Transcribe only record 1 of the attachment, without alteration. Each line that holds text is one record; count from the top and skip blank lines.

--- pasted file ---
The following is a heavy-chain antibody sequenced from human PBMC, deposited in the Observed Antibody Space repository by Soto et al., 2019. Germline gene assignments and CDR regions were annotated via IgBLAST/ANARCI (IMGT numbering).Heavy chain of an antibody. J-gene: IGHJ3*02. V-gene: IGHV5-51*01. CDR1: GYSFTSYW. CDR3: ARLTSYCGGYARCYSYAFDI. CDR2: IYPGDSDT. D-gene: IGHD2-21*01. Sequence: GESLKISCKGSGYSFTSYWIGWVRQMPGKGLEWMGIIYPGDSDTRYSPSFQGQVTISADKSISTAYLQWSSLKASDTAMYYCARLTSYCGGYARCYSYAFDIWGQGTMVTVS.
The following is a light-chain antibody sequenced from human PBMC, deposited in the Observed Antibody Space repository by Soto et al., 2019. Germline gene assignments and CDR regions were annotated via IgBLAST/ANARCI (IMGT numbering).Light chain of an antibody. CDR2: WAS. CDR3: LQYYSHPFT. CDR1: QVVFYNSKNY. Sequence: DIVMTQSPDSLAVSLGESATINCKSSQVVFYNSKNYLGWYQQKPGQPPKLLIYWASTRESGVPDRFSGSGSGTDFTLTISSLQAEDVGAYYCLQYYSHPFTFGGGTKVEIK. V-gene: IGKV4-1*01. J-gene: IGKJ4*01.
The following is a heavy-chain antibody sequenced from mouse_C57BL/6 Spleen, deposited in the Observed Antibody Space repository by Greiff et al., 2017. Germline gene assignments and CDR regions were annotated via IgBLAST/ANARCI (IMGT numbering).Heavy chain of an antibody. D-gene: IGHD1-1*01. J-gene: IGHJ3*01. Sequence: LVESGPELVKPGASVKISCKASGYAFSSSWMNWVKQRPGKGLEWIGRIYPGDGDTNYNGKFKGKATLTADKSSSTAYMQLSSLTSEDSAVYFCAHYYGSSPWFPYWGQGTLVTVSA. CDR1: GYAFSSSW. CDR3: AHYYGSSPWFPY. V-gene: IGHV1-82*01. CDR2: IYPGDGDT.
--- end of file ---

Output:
The following is a heavy-chain antibody sequenced from human PBMC, deposited in the Observed Antibody Space repository by Soto et al., 2019. Germline gene assignments and CDR regions were annotated via IgBLAST/ANARCI (IMGT numbering).Heavy chain of an antibody. J-gene: IGHJ3*02. V-gene: IGHV5-51*01. CDR1: GYSFTSYW. CDR3: ARLTSYCGGYARCYSYAFDI. CDR2: IYPGDSDT. D-gene: IGHD2-21*01. Sequence: GESLKISCKGSGYSFTSYWIGWVRQMPGKGLEWMGIIYPGDSDTRYSPSFQGQVTISADKSISTAYLQWSSLKASDTAMYYCARLTSYCGGYARCYSYAFDIWGQGTMVTVS.